“As far as I’m concerned, Gary Lake was the greatest man who ever lived,” McCormick said. “Gary had two kids in the troop, but he really had hundreds of kids.”
Troop 48 is special, McCormick said, and does things a little differently than most troops.
For one, their uniform is a purple T-shirt and camouflage pants, unlike the button-down khaki uniforms many Scouts wear. The original Scoutmaster, Joe Derr, chose the purple shirts because “no one else would wear them,” and in 1964, McCormick said he was exactly right.
The troop also does not take part in a summer camp. Instead, they take a week-long trip together every summer, such as the Catskills this year.
McCormick said the troop has few transfers from Cub Scouts — most of the Scouts are outside kids who join up. All kids are welcome and encouraged to take part, another aspect of the troop passed onto McCormick through Lake.
“Anybody is welcome,” McCormick said.
This fall, McCormick will be starting Berlin’s first Cub Scout Pack, giving a chance for his oldest son to get into Scouting, too.
The adventure of family
“I’m definitely one of those people who, if I won the lottery today, I would never be bored a day in my life,” McCormick said. “There’s too much to see and do.”
He’s a huge fan of local history, photography and reading. He reads, unsurprisingly, mostly historical books, and his favorite is “Forgotten Towns of Southern New Jersey” by local historian and former Courier-Post reporter Henry Charlton Beck.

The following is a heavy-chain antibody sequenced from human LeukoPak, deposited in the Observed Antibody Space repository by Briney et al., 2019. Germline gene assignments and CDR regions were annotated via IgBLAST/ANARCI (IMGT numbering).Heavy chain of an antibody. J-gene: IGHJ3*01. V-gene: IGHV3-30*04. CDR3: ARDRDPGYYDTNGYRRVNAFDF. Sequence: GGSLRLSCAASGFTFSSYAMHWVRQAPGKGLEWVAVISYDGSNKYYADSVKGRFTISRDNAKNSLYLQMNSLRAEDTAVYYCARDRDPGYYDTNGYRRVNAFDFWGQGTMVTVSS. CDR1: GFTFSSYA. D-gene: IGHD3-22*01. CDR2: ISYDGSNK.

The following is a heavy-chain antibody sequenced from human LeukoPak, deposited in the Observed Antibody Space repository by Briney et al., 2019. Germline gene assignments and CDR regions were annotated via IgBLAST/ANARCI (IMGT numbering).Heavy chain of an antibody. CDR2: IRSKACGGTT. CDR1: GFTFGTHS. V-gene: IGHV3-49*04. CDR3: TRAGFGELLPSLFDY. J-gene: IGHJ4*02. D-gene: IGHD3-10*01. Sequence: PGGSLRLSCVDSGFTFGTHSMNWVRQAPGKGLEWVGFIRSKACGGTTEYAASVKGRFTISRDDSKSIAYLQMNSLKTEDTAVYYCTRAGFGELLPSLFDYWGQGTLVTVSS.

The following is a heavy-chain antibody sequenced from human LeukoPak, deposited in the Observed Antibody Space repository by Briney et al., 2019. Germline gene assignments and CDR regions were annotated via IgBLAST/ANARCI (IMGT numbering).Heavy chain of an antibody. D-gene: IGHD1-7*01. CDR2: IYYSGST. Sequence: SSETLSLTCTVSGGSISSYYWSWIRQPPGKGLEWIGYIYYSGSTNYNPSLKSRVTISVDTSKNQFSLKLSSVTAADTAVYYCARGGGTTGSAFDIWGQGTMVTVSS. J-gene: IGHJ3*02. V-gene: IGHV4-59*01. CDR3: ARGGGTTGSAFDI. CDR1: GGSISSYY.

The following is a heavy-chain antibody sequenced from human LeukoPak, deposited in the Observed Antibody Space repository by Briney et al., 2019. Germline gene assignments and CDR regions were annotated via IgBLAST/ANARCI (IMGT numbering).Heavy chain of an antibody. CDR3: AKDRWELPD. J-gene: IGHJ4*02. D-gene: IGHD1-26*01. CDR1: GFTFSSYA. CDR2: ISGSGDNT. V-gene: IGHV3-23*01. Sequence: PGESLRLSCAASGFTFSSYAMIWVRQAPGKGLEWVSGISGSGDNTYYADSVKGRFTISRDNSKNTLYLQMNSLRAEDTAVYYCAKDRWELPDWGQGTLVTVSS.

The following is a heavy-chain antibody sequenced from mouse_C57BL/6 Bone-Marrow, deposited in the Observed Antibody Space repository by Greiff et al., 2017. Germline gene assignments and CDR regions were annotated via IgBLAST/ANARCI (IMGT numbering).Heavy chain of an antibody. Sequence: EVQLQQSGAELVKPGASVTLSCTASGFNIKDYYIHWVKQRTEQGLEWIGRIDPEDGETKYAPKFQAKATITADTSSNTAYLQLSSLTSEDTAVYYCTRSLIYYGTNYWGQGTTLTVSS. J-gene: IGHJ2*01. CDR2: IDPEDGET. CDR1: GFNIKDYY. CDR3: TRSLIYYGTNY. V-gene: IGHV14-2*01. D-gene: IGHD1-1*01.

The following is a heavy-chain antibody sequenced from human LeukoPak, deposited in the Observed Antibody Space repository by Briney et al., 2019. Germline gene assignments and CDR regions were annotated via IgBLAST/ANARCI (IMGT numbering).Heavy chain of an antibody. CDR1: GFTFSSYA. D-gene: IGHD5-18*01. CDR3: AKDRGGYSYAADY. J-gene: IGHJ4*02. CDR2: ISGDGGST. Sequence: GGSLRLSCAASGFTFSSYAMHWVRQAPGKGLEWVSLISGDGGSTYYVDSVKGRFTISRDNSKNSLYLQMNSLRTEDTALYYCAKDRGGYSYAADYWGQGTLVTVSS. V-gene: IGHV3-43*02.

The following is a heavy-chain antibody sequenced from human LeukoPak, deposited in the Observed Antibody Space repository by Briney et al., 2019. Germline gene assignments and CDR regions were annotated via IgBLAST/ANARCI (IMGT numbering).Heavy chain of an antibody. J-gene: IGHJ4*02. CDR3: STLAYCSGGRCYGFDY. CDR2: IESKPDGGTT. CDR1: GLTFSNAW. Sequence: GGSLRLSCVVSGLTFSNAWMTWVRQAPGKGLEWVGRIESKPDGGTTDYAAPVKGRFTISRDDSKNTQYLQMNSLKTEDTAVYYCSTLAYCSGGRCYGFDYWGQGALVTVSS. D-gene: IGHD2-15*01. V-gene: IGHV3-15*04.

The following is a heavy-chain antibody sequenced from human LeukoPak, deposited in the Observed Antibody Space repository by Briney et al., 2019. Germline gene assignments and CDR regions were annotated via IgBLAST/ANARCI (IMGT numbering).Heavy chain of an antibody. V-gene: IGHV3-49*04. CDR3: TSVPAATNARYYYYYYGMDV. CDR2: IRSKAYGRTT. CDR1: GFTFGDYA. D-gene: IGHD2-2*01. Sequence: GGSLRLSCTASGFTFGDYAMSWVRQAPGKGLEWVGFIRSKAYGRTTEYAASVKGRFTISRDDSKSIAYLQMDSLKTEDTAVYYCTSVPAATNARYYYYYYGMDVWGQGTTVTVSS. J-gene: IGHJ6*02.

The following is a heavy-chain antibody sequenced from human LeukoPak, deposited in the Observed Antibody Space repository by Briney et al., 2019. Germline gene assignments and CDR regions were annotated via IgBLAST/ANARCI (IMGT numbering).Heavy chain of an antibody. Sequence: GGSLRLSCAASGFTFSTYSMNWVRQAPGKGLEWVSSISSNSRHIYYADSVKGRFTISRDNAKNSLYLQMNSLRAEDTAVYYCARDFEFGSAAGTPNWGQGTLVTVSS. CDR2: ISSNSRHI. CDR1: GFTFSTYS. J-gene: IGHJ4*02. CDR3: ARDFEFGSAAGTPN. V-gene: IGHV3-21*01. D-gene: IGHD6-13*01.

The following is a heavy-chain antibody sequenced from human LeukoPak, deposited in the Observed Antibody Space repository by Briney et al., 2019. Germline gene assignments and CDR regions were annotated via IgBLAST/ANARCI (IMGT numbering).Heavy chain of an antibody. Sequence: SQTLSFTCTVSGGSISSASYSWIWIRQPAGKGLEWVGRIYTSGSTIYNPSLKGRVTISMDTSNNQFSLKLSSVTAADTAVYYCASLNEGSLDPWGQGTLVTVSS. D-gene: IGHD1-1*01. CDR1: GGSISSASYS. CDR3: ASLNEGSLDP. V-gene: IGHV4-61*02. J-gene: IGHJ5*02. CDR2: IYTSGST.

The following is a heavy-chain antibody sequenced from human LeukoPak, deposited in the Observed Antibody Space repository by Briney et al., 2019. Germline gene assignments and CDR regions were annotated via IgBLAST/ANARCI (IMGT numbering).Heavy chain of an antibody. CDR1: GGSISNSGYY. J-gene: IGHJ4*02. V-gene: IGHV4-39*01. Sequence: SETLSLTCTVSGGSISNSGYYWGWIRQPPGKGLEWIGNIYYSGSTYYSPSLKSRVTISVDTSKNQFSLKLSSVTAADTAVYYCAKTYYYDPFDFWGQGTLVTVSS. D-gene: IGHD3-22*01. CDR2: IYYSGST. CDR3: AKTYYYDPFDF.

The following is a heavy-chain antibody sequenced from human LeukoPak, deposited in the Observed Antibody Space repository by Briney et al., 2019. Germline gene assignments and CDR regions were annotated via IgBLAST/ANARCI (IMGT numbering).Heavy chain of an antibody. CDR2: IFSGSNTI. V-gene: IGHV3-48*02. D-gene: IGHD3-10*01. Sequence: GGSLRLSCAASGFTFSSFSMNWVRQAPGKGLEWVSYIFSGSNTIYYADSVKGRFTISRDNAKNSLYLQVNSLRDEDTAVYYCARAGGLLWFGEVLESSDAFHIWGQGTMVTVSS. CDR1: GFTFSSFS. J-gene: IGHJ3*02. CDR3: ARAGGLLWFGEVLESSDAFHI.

“He writes like a reporter,” McCormick said. “He doesn’t let the facts get in the way of a good story.”
McCormick shares his adventurous spirit and love of history with Alix, his wife of six years, and the couple is passing these passions on to their three children, 5-year-old Abraham Lincoln, 3-year-old John Muir and, their youngest, Benjamin Franklin born on July 7. Both majored in history in college, and McCormick now teaches history — among a few other subjects — at St. Cecilia School in Pennsauken.
Starting a family didn’t slow down their travel. When Abe was not quite 4 months old, he drove around Ireland with his parents. When he was 2 years old — and brother John was 3 months — the McCormicks took the “Abraham Lincoln road trip,” traveling to Shenandoah National Park, the Smokies, Mammoth Cave National Park and visiting homes of the nation’s 16th president in Kentucky, Indiana and Illinois. Every summer they travel.
“I want my kids to have the same opportunities that I had as a kid. My dad would take us to interesting places,” McCormick said. “Just to be able to read something and say, ‘I know what that looks like because I was there.’ To me, that’s really valuable.”
McCormick and Alix have seen 29 national parks and, one day, they hope to see them all.
Until then, McCormick will continue exploring South Jersey.
“At the end of the day, it’s a great excuse for me to go adventuring and see new places,” McCormick said, “and it’s a good excuse for me to spend time with my kids outside on a regular basis.”